Companies need to consider what technical measures they can take in an effort to adhere to the data subject's right to erasure or 'right to be forgotten'.

Anonymisation ensures that the anonymised data is no longer identifiable to a person. Therefore, it is no longer considered personal data under GDPR. Where anonymisation has been done, and a subject access request (SAR) follows, you would be then able to explain you no longer have personal data related to that subject on your database. That said, anonymised data is very hard to achieve perfectly and leaves some risk unless properly performed.

Of course, there may often be good grounds for keeping personal data for historical, statistical or research purposes. The Data Protection Act enabled personal data held for these purposes to be kept indefinitely as long as it was not used in connection with decisions affecting particular individuals, or in a way that is likely to cause damage or distress. GDPR continues this, as long as the data is deleted when there is no longer a lawful basis of retention. GDPR Article 17 deals with the data subject’s right to erasure, and specifically gives grounds as “the personal data are no longer necessary in relation to the purposes for which they were collected or otherwise processed”.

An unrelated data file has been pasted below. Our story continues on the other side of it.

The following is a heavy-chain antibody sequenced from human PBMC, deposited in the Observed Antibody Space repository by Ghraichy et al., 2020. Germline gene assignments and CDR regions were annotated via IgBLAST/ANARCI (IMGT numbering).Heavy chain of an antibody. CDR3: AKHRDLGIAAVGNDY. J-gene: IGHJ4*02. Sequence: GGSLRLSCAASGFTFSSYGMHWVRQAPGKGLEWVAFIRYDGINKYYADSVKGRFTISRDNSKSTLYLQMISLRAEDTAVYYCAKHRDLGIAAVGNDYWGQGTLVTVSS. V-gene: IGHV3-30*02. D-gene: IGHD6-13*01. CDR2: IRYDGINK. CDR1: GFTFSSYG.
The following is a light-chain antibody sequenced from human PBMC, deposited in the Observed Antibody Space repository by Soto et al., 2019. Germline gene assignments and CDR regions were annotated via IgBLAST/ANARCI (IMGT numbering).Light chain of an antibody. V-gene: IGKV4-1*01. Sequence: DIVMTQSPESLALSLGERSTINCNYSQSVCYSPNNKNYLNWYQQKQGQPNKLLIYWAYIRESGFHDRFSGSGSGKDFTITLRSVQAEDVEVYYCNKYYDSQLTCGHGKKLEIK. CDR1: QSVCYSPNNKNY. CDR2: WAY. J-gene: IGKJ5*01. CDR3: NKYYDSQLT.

However, it may be necessary to process the data in order to fulfil a legal obligation. The retention of an identifier or even pseudonymisation would help, as long as the algorithms are secure.

In respect of deletion, technical measures are relatively simple but depend on the platform, nature of processing, basis for processing and many other things.

Many systems operate with a "soft delete" delete function, such as marking data as deleted without actually removing it, but this is not erasure.

It must be also be appreciated that a person can have more than one interaction at the same time. For example, a person who works for Sky can be a customer as well as an employee. This would, therefore, require careful planning as opposed to a 'simple' deletion exercise, and similar complexities will undoubtedly occur for objections and SARs.

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